The modeling of conservation strategies for Loktak has been contested by environmentalists on the ground that the scientific temperament is missing and that the conventional engineering activities have caused more harm than good to the natural ecosystem of the lake. Intervention through nature-based solutions appears to be absolutely missing as in the case of lake management strategy for Loktak. Similarly, the proposal for rejuvenation of Lamphelpat wetland by a government agency lacks scientific temper and is being seen primarily from the engineering aspect, which could do more harm than good in the long term.

Wesenbeeck and co-authors argue that nature-based solutions such as ‘Building with Nature’ are increasingly becoming popular across the world: “More and more projects aim to include natural functions in infrastructure development in a better way. This implies that the natural system constitutes an intricate part of the design of infrastructure, and that natural system understanding is essential for Building with Nature projects”.

So now it comes down to the core discussion as to what extent planners in the State are incorporating ideas on integrating natural system understanding in project conceptualization. Coming back to the Loktak example, it has not been seen how project proponents have worked on integrating the natural system of the floating biomass in the lake to come up with solutions in addressing ecological stabilization and livelihoods security by utilizing the extensive biomass in an integrated wise use manner. Mechanical removal and harvesting of the biomass using expensive machinery has proved fruitless, and nothing much has been gained during the past two decades of activity in the lake.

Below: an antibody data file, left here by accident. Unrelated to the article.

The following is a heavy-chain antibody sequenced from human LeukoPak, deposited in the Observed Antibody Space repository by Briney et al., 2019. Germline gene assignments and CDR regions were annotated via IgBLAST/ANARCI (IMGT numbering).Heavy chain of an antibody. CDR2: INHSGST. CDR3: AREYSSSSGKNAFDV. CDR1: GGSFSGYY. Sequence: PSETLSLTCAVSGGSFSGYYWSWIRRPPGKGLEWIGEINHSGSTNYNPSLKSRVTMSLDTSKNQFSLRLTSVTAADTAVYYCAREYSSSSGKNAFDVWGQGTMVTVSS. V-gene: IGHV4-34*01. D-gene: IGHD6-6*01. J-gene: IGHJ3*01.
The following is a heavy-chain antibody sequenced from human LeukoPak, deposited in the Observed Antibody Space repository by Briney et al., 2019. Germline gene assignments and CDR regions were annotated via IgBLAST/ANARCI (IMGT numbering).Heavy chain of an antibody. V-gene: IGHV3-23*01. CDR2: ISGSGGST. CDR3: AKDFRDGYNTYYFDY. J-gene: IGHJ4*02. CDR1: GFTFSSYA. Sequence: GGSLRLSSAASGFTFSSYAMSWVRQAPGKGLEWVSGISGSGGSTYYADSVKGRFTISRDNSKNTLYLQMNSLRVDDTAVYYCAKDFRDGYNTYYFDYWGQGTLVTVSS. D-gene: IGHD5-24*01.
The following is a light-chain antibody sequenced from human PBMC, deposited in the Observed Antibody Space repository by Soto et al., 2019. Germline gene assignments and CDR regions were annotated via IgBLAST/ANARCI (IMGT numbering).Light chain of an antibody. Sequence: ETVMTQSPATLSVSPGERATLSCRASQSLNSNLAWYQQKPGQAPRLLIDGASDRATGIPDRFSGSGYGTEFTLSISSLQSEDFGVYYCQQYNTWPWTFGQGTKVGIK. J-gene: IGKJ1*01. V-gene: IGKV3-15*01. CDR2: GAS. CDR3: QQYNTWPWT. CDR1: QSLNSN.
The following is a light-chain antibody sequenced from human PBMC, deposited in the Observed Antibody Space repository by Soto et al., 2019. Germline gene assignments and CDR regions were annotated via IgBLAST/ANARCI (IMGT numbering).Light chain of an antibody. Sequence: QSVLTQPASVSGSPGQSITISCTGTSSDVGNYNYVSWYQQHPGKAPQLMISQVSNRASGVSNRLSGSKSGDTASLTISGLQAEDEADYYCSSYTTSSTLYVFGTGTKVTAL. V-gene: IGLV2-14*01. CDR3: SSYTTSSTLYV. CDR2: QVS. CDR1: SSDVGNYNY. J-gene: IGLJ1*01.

Quite understandably, Wesenbeeck and co-authors point out that “Inclusion of natural processes and functions is key for long-term sustainable management. Frequently, integration of water flows, sediment transport, nutrient cycling and wildlife populations fail to be considered in detail in infrastructure projects”. This speaks volume of the push and pulls on observed failures in lake management strategy for Loktak Lake specifically, and which is equally true of the other landscapes in the State where projects have been initiated.

Manipur Government and its line departments need to re-work on their planning process from a different perspective other than the conventional engineering mindset and activities, particularly when it comes to the management and conservation of landscapes that support vital biodiversity and which are sources of food and water security for both humans and the wildlife that they support. Considering projects solely from the factor of short term benefits – read as political mileage and personal benefits for individuals rather than communities – can be disastrous in the long run.

The authors of the guideline assert that “A central element of the Building with Nature approach is the essential role that the natural system plays in the design. To truly make use of ecosystem services and to conserve or restore natural processes and functions, the natural system needs to be well understood, both in a qualitative and in a quantitative sense. This guidance targets not only officials at governmental infrastructure departments that allocate infrastructure investments, but also implementation agencies, engineers and NGOs who assess feasibility of green and grey infrastructure and finalize this into design and implementation”.

In the broader sense, the guideline targets all groups who work on restoration and conservation projects. The thrust is in understanding on how the natural systems work rather than taking up a management plan that would seek to eliminate the natural system in the very process by not understanding how the system functions in its natural state. This eventually speaks volumes on the controversies surrounding the (ill) management of Loktak Ramsar site.

(The writer is a media professional working on environmental issues. He can be contacted at [email protected])